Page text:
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Is your house making you sick?

By Michael Newberger | gargoyle@flagler.edu

Aside from the occasional asthma, Flagler student Corey Christian, 22, is in perfectly good health. So it came as a surprise when he found it harder and harder to breathe, even in his own home.

“When I was just laying in my bed and I’d have the window open and like a fan on me, just trying to get some air and I was out of breath, I couldn’t stop coughing,” he said. “I would actually vomit from how much I was coughing.”

Christian finally ended up in the hospital after two weeks of dealing with his respiratory problems. After describing his symptoms, a doctor told him that he was suffering from an allergic reaction brought on by exposure to black mold. He remained in the hospital the rest of the night, hooked to a respirator.

The culprit was mold that had grown within his bathroom walls, and had only recently become noticeable. Mold growth in homes is a problem for residents across the country, but is particularly prevalent in Florida, especially St. Augustine with its humid climate and the old age of the buildings.

“Before I even came back from the hospital, my older brother cleaned everything really well. That honestly really helped. We made sure to keep on it a lot more.”

Corey Christian

Christian’s situation is no isolated incident. According to the Centers for Disease Control, people with allergies exposed to mold in the home or workplace can suffer from minor symptoms such as itching of the eyes, stuffiness and skin irritation. Those who have asthma can see their trouble breathing increase, and in extreme cases a mold infection in the lungs of those with prior symptoms like obstructed lung disease.

Dudley Baringer, a family practitioner who’s been based out of St. Augustine for more than 25 years, says that while he sees many cases like Corey’s, mold in one’s home can do more than simply affect your respiratory system.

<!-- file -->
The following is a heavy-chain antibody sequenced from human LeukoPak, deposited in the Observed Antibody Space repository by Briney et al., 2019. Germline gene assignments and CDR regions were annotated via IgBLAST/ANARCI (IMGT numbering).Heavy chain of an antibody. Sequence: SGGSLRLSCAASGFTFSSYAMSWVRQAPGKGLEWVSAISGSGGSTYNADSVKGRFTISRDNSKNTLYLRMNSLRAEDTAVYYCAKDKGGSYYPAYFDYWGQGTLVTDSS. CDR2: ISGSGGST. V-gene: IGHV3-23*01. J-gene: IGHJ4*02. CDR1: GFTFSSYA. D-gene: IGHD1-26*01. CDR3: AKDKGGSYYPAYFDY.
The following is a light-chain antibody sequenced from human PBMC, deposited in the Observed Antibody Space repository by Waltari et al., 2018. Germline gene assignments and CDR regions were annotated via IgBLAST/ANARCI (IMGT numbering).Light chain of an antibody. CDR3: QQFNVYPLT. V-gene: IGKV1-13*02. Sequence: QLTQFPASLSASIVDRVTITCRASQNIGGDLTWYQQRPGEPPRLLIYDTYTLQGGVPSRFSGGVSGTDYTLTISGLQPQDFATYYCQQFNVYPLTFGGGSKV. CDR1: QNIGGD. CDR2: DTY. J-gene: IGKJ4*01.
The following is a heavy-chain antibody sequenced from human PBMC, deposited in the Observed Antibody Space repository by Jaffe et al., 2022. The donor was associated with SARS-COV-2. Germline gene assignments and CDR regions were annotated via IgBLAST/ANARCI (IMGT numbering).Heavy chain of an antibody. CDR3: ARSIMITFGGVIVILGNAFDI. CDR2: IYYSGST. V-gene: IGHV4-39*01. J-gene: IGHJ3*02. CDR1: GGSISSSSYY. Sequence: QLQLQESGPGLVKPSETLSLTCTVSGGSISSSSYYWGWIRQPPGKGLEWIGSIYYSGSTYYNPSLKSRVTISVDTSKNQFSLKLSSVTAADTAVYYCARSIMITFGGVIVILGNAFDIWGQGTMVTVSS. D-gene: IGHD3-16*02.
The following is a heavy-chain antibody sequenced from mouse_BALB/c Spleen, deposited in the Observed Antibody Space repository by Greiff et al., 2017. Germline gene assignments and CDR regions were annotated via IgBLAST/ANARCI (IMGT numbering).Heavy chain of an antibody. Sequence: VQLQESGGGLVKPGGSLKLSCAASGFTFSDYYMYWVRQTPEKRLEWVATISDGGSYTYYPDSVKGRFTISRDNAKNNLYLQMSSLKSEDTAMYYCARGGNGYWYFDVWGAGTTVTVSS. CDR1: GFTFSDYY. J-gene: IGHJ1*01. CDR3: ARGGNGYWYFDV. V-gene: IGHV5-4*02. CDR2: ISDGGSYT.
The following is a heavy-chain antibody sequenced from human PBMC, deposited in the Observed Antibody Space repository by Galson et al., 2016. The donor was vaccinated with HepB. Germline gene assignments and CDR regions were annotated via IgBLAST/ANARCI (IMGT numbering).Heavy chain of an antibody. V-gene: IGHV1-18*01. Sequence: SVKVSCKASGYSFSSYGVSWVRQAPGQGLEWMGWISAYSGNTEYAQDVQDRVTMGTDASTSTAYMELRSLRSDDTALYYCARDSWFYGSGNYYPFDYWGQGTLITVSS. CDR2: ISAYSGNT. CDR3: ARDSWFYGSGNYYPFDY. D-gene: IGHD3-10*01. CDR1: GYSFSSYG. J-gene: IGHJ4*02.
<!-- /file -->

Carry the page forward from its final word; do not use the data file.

“Black mold has gotten this bad wrap about it, ‘toxic black mold.’ Well it’s toxic because in a lot of people it forms a big inflammatory response and if you’re exposed to it chronically, it begins to affect the way the immune system works. And this can lead to chronic arthralgia, or pain in your joints and your muscles. It can lead to chronic respiratory problems including asthma, and can affect the functioning of the entire immune system.”

“Deal With It”

One of the main problems that also arises for people who don’t own the homes they reside in is getting landlords to take action. Christian was quick to bring up that despite the frequent times he attempted to discuss the infestation with his landlord. He was simply told to “deal with it,” despite it being a structural problem of the house that had caused him to be hospitalized.

“We had outright told her it was getting bad, like we told her it was causing us to get sick and stuff. She had even just kept saying ‘well that’s something you need to make sure of, that it’s kept clean.’”

Tom Rivers, a property manager who overlooks some of Olde Carriage Realty’s properties downtown, has had to deal with mold growth in some of his sites, including a particularly bad case in Lincolnville that he was in the process of fixing when interviewed.

“You have to get rid of it once it appears and re-place the tenant,” he said. “Bigger danger is that it’s undetected. You have to re-place the tenant if there’s any chance of it being a health risk.”